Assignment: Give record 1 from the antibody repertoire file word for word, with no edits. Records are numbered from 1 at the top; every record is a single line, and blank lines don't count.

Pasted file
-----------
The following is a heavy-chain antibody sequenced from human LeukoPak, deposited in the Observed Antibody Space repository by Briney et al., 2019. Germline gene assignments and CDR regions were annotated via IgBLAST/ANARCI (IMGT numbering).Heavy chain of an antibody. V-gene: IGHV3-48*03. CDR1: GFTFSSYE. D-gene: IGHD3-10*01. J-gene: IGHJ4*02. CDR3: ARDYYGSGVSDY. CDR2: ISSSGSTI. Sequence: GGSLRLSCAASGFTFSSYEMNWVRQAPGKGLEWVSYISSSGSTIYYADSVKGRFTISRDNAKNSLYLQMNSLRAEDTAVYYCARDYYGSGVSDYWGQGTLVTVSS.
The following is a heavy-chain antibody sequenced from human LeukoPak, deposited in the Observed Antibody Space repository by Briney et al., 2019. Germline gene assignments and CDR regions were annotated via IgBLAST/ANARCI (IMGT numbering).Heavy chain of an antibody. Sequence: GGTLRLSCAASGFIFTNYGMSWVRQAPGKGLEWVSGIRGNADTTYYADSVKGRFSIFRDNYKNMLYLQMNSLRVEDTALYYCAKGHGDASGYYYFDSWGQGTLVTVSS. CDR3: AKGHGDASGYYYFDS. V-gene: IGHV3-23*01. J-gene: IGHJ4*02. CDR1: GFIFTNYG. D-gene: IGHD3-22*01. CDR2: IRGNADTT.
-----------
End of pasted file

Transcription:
The following is a heavy-chain antibody sequenced from human LeukoPak, deposited in the Observed Antibody Space repository by Briney et al., 2019. Germline gene assignments and CDR regions were annotated via IgBLAST/ANARCI (IMGT numbering).Heavy chain of an antibody. V-gene: IGHV3-48*03. CDR1: GFTFSSYE. D-gene: IGHD3-10*01. J-gene: IGHJ4*02. CDR3: ARDYYGSGVSDY. CDR2: ISSSGSTI. Sequence: GGSLRLSCAASGFTFSSYEMNWVRQAPGKGLEWVSYISSSGSTIYYADSVKGRFTISRDNAKNSLYLQMNSLRAEDTAVYYCARDYYGSGVSDYWGQGTLVTVSS.